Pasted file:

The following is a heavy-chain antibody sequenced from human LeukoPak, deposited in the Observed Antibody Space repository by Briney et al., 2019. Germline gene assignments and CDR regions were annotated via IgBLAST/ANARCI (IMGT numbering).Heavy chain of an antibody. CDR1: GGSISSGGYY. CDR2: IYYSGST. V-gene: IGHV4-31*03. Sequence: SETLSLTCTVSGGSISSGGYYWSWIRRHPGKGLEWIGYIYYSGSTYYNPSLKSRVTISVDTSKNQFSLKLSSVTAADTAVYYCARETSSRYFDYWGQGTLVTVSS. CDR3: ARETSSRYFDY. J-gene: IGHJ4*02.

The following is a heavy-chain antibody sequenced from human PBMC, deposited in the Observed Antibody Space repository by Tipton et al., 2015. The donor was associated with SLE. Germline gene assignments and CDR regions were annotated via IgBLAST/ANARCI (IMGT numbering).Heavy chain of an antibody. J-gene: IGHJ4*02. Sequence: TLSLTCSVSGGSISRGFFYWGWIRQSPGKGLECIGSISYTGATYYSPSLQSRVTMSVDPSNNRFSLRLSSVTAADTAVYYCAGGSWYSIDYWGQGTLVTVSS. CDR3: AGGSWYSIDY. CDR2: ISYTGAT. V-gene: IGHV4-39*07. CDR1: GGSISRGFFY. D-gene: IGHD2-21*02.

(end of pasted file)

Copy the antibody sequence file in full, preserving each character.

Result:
The following is a heavy-chain antibody sequenced from human LeukoPak, deposited in the Observed Antibody Space repository by Briney et al., 2019. Germline gene assignments and CDR regions were annotated via IgBLAST/ANARCI (IMGT numbering).Heavy chain of an antibody. CDR1: GGSISSGGYY. CDR2: IYYSGST. V-gene: IGHV4-31*03. Sequence: SETLSLTCTVSGGSISSGGYYWSWIRRHPGKGLEWIGYIYYSGSTYYNPSLKSRVTISVDTSKNQFSLKLSSVTAADTAVYYCARETSSRYFDYWGQGTLVTVSS. CDR3: ARETSSRYFDY. J-gene: IGHJ4*02.

The following is a heavy-chain antibody sequenced from human PBMC, deposited in the Observed Antibody Space repository by Tipton et al., 2015. The donor was associated with SLE. Germline gene assignments and CDR regions were annotated via IgBLAST/ANARCI (IMGT numbering).Heavy chain of an antibody. J-gene: IGHJ4*02. Sequence: TLSLTCSVSGGSISRGFFYWGWIRQSPGKGLECIGSISYTGATYYSPSLQSRVTMSVDPSNNRFSLRLSSVTAADTAVYYCAGGSWYSIDYWGQGTLVTVSS. CDR3: AGGSWYSIDY. CDR2: ISYTGAT. V-gene: IGHV4-39*07. CDR1: GGSISRGFFY. D-gene: IGHD2-21*02.